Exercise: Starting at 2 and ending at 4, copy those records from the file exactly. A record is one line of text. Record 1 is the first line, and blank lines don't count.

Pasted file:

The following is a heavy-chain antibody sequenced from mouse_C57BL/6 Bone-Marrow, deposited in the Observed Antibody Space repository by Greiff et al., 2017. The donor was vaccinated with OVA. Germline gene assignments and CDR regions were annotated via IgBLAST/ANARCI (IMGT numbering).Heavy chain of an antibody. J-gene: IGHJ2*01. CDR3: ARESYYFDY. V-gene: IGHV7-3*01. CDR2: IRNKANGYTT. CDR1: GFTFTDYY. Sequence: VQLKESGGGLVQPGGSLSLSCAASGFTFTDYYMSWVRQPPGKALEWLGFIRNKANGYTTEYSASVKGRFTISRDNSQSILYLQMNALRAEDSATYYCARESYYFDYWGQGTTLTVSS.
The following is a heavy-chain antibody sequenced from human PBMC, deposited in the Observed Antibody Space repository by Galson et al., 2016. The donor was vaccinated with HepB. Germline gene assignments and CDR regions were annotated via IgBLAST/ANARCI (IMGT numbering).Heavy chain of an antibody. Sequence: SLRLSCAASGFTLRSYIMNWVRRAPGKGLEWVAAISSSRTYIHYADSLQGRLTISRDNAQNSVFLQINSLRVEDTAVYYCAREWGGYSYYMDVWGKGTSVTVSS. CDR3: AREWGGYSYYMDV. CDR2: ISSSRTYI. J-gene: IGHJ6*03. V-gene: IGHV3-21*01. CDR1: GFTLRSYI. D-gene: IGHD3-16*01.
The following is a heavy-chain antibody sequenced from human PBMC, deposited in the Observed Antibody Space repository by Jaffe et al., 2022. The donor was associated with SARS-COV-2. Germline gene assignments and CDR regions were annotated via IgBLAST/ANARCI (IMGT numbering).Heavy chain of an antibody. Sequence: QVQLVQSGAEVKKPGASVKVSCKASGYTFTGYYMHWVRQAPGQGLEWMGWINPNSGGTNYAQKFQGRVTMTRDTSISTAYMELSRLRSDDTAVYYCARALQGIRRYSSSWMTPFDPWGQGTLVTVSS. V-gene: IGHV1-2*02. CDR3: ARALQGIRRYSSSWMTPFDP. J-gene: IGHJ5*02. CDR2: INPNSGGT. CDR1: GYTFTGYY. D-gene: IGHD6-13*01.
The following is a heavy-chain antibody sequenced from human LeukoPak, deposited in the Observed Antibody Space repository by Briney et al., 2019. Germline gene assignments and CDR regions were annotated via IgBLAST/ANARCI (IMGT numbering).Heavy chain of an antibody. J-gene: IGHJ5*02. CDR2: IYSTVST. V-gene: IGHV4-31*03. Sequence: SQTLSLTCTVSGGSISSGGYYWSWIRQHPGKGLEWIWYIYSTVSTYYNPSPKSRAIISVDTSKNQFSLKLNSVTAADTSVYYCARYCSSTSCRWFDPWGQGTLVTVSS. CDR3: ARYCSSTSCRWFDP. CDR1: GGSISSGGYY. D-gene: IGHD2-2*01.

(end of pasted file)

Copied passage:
The following is a heavy-chain antibody sequenced from human PBMC, deposited in the Observed Antibody Space repository by Galson et al., 2016. The donor was vaccinated with HepB. Germline gene assignments and CDR regions were annotated via IgBLAST/ANARCI (IMGT numbering).Heavy chain of an antibody. Sequence: SLRLSCAASGFTLRSYIMNWVRRAPGKGLEWVAAISSSRTYIHYADSLQGRLTISRDNAQNSVFLQINSLRVEDTAVYYCAREWGGYSYYMDVWGKGTSVTVSS. CDR3: AREWGGYSYYMDV. CDR2: ISSSRTYI. J-gene: IGHJ6*03. V-gene: IGHV3-21*01. CDR1: GFTLRSYI. D-gene: IGHD3-16*01.
The following is a heavy-chain antibody sequenced from human PBMC, deposited in the Observed Antibody Space repository by Jaffe et al., 2022. The donor was associated with SARS-COV-2. Germline gene assignments and CDR regions were annotated via IgBLAST/ANARCI (IMGT numbering).Heavy chain of an antibody. Sequence: QVQLVQSGAEVKKPGASVKVSCKASGYTFTGYYMHWVRQAPGQGLEWMGWINPNSGGTNYAQKFQGRVTMTRDTSISTAYMELSRLRSDDTAVYYCARALQGIRRYSSSWMTPFDPWGQGTLVTVSS. V-gene: IGHV1-2*02. CDR3: ARALQGIRRYSSSWMTPFDP. J-gene: IGHJ5*02. CDR2: INPNSGGT. CDR1: GYTFTGYY. D-gene: IGHD6-13*01.
The following is a heavy-chain antibody sequenced from human LeukoPak, deposited in the Observed Antibody Space repository by Briney et al., 2019. Germline gene assignments and CDR regions were annotated via IgBLAST/ANARCI (IMGT numbering).Heavy chain of an antibody. J-gene: IGHJ5*02. CDR2: IYSTVST. V-gene: IGHV4-31*03. Sequence: SQTLSLTCTVSGGSISSGGYYWSWIRQHPGKGLEWIWYIYSTVSTYYNPSPKSRAIISVDTSKNQFSLKLNSVTAADTSVYYCARYCSSTSCRWFDPWGQGTLVTVSS. CDR3: ARYCSSTSCRWFDP. CDR1: GGSISSGGYY. D-gene: IGHD2-2*01.